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Some words from Olivier Latry:

Dear all,

In these tragic times for the Cathedral, you have been extremely numerous to send me words of support, more moving than the others res, either by e-mail, SMS, FaceBook, Instagram or by calling.

I will never thank you for that. I would have liked to be able to respond personally to each of you, but given the urgency of the situation, it is unfortunately not possible for me, at least for the moment. I hope you will not hold me against it.

Our Lady, who had resisted revolutions and wars, went up in smoke in a few moments. 855 years missing in four hours ... Like you, I feel an enormous sadness, anger contained, a total dejection. The images that are given to us to see are atrocious. How not to believe in a bad dream? Reality catches us unfortunately hard.

Despite all the damage to the Cathedral, the organ miraculously escaped the flames, and also the water supposed to extinguish them. It is very dusty, but can continue to move us as soon as its case has regained its magnificence. When? No one knows it today. "Destroy this temple and in three days I will raise it. Is it said in the Gospel of St. John. It will surely take more time in Notre-Dame, but I have confidence and hope.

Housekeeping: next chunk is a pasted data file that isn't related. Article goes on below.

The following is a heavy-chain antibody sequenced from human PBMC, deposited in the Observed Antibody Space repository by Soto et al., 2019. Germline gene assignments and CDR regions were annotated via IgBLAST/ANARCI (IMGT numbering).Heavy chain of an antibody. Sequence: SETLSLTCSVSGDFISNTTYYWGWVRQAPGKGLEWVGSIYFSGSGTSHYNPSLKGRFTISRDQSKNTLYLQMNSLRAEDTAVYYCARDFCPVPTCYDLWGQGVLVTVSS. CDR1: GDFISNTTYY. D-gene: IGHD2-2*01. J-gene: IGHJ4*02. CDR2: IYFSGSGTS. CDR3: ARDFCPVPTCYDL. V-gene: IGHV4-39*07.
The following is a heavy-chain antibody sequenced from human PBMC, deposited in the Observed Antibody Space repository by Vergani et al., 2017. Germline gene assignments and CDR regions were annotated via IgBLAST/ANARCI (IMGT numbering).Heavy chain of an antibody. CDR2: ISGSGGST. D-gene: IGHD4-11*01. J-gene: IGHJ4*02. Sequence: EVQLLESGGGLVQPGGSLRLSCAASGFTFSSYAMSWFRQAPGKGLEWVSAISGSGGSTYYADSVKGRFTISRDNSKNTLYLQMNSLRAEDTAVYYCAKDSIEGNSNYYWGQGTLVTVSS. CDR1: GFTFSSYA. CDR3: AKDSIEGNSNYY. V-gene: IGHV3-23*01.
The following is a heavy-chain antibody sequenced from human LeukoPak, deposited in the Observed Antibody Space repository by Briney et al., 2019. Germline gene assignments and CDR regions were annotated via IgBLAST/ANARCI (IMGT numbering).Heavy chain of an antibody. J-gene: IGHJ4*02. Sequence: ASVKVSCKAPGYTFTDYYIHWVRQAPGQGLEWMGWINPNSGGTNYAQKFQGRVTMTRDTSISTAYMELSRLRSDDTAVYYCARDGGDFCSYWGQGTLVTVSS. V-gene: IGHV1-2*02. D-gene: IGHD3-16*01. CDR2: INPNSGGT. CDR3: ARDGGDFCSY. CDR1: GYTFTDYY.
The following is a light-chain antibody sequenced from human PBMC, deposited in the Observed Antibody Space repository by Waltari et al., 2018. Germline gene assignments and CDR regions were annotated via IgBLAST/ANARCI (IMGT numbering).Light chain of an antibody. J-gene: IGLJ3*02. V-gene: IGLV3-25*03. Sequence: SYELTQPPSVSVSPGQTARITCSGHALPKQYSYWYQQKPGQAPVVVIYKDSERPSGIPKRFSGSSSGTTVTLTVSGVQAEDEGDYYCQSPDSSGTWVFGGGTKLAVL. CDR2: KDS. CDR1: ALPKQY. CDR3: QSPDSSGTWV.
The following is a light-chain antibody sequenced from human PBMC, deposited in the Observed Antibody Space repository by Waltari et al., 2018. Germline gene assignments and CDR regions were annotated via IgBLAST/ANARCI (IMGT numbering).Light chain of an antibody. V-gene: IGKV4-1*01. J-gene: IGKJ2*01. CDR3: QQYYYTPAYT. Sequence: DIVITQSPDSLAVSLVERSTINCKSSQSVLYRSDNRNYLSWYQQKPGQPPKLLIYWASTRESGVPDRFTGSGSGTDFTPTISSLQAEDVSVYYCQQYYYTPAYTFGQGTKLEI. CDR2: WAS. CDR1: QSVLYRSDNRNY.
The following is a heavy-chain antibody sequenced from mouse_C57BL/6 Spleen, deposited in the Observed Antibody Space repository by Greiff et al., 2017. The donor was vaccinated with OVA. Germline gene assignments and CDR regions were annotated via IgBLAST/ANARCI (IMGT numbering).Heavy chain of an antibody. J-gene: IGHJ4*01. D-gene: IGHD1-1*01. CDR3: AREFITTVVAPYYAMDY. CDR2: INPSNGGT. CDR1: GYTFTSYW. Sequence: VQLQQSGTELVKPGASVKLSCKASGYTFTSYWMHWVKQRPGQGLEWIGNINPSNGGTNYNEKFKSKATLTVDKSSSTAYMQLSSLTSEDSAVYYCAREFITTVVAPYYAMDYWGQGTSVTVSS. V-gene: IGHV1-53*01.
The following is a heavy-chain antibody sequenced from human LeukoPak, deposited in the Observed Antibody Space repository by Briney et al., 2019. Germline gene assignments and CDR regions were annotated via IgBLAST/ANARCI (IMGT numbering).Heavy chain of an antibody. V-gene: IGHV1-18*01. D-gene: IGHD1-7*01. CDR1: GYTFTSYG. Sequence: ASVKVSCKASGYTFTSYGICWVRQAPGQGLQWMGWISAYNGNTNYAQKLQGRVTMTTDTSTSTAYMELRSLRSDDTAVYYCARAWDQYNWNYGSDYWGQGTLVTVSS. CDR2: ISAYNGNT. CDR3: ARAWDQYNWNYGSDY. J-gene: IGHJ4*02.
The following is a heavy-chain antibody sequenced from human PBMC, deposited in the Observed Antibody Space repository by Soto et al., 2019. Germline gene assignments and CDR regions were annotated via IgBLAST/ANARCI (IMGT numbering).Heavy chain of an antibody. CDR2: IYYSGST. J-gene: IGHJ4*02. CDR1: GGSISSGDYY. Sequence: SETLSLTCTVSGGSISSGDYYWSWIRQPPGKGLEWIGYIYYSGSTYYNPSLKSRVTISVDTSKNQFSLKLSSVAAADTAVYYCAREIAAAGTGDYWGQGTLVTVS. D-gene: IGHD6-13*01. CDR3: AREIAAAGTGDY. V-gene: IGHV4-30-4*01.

With all my friendly thoughts.

Olivier Latry

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3 hours ago, Barry Oakley said:

Some words from Olivier Latry:

Dear all,

In these tragic times for the Cathedral, you have been extremely numerous to send me words of support, more moving than the others res, either by e-mail, SMS, FaceBook, Instagram or by calling.

I will never thank you for that. [...]

With all my friendly thoughts.

Olivier Latry

He actually said, "I will never thank you enough for that."

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10 hours ago, contraviolone said:

That is amazing!  

 

It is. Looks from that photo as if case and pipes will need a good cleaning but no doubt the mighty beast will roar again in the not too distant future. Deo Gratias.

Dave

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14 hours ago, Paul Isom said:

This has just popped up on social media - the first photo of the organ after the fire.  It’s really quite remarkable.

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Excellent news. 

Presumably, funds will be found from all the generous contributions for restoration of the cathedral to ensure a full cleaning and any other work needed to make the organ sing again.